When you still feel sorrowful, you are not happy yet.

Update: 26/04/2015
Being Buddhists, all of us have ever seen the statue of Maitreya Buddha in all pagodas.

When you still feel sorrowful, you are not happy yet.


He always has fun, smiling and laughing without a little\r\nhurdle at all.

 Why is he always in such a merry mood?

In Surangama sutra there is a section that reads that once\r\nthere were the Buddhas from various native places but had the common homophone\r\nand said to Anan and the masses, ”The thing that caused you undergo samsara was\r\ndue to your six senses, not any other causes. Likewise, the thing that helped\r\nyou quickly attained the tittle of the supreme bodhi or enlightenment of the\r\nBuddha was also due to your six senses, not any other causes.”


As such, the origin of our birth and death is also due to\r\nour six senses known as our eyes, ears, nose, tongue, physical body, and\r\nopinion. Accordingly, the origin of Bodhi Nirvana is thanked to our six senses.\r\nSo, is the road to enlightment and that of birth-death and samsara only one or\r\ntwo?




 Äá»©c Phật Di Lặc và sáu đứa bé, tức là sáu đứa cÆ°á»›p phá phách.

Maitreya Buddha and six pesky boys

Birth-Death road and that of Bodhi-Nirvana take the same\r\nroad with only the difference which is that one follows the clockwise direction\r\nwhile the other anti-clockwise direction. Likewise, if our six senses move in\r\ntheir favourable direction, it means we are moving in the samsara and\r\nbirth-death direction. And if we move against this, we are returning to\r\nNirvana, Boddhi and salvation road. If the six senses follow the objects of the\r\nsenses, we call this favourable direction, also the samsara direction. On the\r\ncontrary, we call this the direction where the returnee is on his way to\r\nBodhi-Nirvana and this is not strange to any of us. In short, although there\r\nare various different ways of religious improvement, the basic form is not to\r\nlet our six senses move together with our outside objects.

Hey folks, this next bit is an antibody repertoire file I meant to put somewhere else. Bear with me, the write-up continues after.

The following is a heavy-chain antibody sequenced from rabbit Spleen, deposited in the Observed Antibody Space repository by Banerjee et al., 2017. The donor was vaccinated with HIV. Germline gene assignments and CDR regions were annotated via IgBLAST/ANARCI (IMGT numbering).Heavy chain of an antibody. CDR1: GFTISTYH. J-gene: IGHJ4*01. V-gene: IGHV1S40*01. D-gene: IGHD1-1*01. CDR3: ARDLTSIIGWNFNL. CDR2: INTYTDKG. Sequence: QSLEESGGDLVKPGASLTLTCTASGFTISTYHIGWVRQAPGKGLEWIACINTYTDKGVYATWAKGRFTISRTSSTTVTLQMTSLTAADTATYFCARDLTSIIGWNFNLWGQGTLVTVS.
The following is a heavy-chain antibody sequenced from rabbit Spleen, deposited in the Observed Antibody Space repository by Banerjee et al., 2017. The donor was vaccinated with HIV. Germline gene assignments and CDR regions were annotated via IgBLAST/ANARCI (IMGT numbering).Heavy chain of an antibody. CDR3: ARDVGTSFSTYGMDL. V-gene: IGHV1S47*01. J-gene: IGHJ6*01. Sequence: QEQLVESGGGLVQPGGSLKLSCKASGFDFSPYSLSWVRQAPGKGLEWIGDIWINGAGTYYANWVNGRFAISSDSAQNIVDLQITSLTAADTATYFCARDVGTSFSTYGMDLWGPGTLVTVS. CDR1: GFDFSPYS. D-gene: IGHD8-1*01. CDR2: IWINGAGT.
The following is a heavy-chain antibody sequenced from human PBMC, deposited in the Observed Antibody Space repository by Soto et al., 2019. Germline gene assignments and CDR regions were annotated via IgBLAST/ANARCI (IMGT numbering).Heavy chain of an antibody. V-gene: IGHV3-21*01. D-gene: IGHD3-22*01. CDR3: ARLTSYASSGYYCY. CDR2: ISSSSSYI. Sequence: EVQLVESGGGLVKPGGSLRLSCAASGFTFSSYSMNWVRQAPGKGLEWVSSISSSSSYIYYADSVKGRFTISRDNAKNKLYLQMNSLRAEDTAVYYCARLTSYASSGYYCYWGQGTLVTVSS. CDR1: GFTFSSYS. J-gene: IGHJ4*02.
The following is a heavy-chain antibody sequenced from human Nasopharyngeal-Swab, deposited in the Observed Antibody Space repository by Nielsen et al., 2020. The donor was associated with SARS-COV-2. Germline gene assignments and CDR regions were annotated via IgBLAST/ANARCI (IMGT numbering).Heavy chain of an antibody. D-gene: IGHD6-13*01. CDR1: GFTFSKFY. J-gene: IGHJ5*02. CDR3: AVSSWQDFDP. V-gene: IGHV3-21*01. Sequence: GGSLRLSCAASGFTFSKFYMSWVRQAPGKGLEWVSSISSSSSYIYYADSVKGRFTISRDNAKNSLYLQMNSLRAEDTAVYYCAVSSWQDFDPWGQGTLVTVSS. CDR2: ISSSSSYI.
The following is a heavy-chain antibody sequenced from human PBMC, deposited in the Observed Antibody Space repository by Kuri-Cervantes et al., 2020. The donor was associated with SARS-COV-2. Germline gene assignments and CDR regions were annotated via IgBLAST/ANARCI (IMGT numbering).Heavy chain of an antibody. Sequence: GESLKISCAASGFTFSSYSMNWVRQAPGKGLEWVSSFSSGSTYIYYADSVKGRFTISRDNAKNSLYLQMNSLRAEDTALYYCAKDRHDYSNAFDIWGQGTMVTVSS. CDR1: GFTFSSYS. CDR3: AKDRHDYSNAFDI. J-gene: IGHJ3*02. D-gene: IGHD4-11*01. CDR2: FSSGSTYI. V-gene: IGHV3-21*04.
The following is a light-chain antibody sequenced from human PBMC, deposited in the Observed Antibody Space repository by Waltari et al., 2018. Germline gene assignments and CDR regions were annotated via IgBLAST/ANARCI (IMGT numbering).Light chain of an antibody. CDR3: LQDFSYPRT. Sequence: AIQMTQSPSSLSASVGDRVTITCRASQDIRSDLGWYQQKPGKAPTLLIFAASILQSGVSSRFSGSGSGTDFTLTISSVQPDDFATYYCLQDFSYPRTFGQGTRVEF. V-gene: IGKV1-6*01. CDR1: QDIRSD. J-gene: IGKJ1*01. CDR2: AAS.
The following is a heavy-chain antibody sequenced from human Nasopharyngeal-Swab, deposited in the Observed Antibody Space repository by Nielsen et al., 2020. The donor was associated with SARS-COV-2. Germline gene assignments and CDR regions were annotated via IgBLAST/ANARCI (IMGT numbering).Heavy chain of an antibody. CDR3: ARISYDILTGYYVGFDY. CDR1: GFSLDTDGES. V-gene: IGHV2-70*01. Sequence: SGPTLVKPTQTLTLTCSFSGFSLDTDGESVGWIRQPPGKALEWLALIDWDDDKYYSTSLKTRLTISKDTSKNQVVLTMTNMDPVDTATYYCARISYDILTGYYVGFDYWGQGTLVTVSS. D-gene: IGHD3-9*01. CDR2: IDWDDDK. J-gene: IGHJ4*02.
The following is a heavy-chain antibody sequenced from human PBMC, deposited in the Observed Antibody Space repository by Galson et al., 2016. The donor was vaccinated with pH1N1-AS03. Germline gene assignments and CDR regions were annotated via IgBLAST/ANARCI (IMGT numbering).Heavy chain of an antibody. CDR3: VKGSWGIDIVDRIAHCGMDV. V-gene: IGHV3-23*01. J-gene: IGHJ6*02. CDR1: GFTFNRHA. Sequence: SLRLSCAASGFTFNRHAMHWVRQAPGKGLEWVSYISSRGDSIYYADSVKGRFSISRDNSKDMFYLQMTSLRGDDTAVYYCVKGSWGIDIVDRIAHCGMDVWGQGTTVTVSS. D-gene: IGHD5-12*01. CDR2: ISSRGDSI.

Maitreya is the Buddha who will attain this title in the\r\nfuture, but what is his method of religious improvement? It is the image we\r\nalways see about him that gives us the concrete answer. One of the pesky boys\r\nis picking his ear while another boy is digging up his nose, but he is\r\nphlegmatic and smiling, not showing any fit of testiness or sadness. That is\r\nwhy he is sure to become a Buddha in the future.

As for us, how will we be?

If someone picks our nose or digs up our ear, we will surely\r\nreact in some ways  -  whether we will respond with our fist, our\r\nkick or cry aloud with testiness. The way we cannot bear these harrassments\r\ncause disturbances to us.

The six boys who disturb Maitreiya Buddha are called the\r\npesky boys. In reality, do they disturb us? If our ears are being picked but we\r\ndo not feel any disturbances and, instead, we feel them really satiated, we are\r\nnot disturbed. Presently, we all feel disturbed by critical words coming from\r\noutside us.

If we feel tranquil or unruffled with scolding or critical\r\nwords, we have peace of mind. On the contrary, if we feel that those are\r\nhostile words and scarcastic remarks, they will devastate all our achievements.